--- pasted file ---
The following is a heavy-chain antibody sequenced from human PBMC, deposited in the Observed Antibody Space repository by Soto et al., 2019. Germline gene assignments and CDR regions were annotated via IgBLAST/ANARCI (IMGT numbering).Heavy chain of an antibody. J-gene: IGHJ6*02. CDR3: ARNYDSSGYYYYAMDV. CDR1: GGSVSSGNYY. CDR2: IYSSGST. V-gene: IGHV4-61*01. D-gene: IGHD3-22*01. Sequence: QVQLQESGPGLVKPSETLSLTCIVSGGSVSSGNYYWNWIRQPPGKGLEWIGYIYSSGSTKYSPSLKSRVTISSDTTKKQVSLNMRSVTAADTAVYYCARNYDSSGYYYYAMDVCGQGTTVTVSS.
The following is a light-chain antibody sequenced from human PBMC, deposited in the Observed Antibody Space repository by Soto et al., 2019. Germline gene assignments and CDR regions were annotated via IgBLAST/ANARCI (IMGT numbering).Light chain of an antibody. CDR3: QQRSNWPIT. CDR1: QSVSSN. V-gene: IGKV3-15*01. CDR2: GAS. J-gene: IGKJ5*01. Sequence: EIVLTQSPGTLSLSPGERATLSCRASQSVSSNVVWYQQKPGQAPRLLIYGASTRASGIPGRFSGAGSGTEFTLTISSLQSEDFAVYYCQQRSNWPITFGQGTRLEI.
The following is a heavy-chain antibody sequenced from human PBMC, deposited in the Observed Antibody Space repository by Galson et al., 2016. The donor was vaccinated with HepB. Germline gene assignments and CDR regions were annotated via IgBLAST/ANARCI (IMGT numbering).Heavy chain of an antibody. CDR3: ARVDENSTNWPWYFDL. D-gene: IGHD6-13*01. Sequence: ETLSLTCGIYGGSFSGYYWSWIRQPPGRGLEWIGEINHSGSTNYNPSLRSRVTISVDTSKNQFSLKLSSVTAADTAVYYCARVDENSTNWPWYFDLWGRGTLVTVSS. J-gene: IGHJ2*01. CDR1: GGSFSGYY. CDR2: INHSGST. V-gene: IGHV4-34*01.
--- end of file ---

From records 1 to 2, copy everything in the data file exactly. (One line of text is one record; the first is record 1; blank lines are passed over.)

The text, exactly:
The following is a heavy-chain antibody sequenced from human PBMC, deposited in the Observed Antibody Space repository by Soto et al., 2019. Germline gene assignments and CDR regions were annotated via IgBLAST/ANARCI (IMGT numbering).Heavy chain of an antibody. J-gene: IGHJ6*02. CDR3: ARNYDSSGYYYYAMDV. CDR1: GGSVSSGNYY. CDR2: IYSSGST. V-gene: IGHV4-61*01. D-gene: IGHD3-22*01. Sequence: QVQLQESGPGLVKPSETLSLTCIVSGGSVSSGNYYWNWIRQPPGKGLEWIGYIYSSGSTKYSPSLKSRVTISSDTTKKQVSLNMRSVTAADTAVYYCARNYDSSGYYYYAMDVCGQGTTVTVSS.
The following is a light-chain antibody sequenced from human PBMC, deposited in the Observed Antibody Space repository by Soto et al., 2019. Germline gene assignments and CDR regions were annotated via IgBLAST/ANARCI (IMGT numbering).Light chain of an antibody. CDR3: QQRSNWPIT. CDR1: QSVSSN. V-gene: IGKV3-15*01. CDR2: GAS. J-gene: IGKJ5*01. Sequence: EIVLTQSPGTLSLSPGERATLSCRASQSVSSNVVWYQQKPGQAPRLLIYGASTRASGIPGRFSGAGSGTEFTLTISSLQSEDFAVYYCQQRSNWPITFGQGTRLEI.